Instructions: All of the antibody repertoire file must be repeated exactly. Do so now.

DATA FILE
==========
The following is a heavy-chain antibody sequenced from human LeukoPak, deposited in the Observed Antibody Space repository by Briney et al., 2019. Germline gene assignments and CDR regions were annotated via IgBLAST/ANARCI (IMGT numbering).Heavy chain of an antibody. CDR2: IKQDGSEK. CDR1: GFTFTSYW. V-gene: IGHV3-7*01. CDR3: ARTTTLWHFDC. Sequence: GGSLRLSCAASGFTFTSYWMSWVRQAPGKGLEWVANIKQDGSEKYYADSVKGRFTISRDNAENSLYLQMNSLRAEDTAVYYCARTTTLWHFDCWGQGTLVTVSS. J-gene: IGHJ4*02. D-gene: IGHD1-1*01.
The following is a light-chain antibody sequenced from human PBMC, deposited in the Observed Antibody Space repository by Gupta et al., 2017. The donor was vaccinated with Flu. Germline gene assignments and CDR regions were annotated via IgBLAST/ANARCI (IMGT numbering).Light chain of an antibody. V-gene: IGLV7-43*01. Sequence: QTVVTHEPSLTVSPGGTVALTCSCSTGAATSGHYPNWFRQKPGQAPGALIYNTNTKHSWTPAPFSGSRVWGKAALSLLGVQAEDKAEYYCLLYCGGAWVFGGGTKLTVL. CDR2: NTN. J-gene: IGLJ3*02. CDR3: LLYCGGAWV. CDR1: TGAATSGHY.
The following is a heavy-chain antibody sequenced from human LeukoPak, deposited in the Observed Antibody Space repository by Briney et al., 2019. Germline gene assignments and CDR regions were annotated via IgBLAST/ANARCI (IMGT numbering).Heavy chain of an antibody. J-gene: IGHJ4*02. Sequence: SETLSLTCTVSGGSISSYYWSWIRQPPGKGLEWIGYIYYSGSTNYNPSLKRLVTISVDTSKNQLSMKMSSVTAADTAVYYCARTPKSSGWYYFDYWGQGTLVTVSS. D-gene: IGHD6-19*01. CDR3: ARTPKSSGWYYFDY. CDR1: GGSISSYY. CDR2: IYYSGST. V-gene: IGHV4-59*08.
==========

The following is a heavy-chain antibody sequenced from human LeukoPak, deposited in the Observed Antibody Space repository by Briney et al., 2019. Germline gene assignments and CDR regions were annotated via IgBLAST/ANARCI (IMGT numbering).Heavy chain of an antibody. CDR2: IKQDGSEK. CDR1: GFTFTSYW. V-gene: IGHV3-7*01. CDR3: ARTTTLWHFDC. Sequence: GGSLRLSCAASGFTFTSYWMSWVRQAPGKGLEWVANIKQDGSEKYYADSVKGRFTISRDNAENSLYLQMNSLRAEDTAVYYCARTTTLWHFDCWGQGTLVTVSS. J-gene: IGHJ4*02. D-gene: IGHD1-1*01.
The following is a light-chain antibody sequenced from human PBMC, deposited in the Observed Antibody Space repository by Gupta et al., 2017. The donor was vaccinated with Flu. Germline gene assignments and CDR regions were annotated via IgBLAST/ANARCI (IMGT numbering).Light chain of an antibody. V-gene: IGLV7-43*01. Sequence: QTVVTHEPSLTVSPGGTVALTCSCSTGAATSGHYPNWFRQKPGQAPGALIYNTNTKHSWTPAPFSGSRVWGKAALSLLGVQAEDKAEYYCLLYCGGAWVFGGGTKLTVL. CDR2: NTN. J-gene: IGLJ3*02. CDR3: LLYCGGAWV. CDR1: TGAATSGHY.
The following is a heavy-chain antibody sequenced from human LeukoPak, deposited in the Observed Antibody Space repository by Briney et al., 2019. Germline gene assignments and CDR regions were annotated via IgBLAST/ANARCI (IMGT numbering).Heavy chain of an antibody. J-gene: IGHJ4*02. Sequence: SETLSLTCTVSGGSISSYYWSWIRQPPGKGLEWIGYIYYSGSTNYNPSLKRLVTISVDTSKNQLSMKMSSVTAADTAVYYCARTPKSSGWYYFDYWGQGTLVTVSS. D-gene: IGHD6-19*01. CDR3: ARTPKSSGWYYFDY. CDR1: GGSISSYY. CDR2: IYYSGST. V-gene: IGHV4-59*08.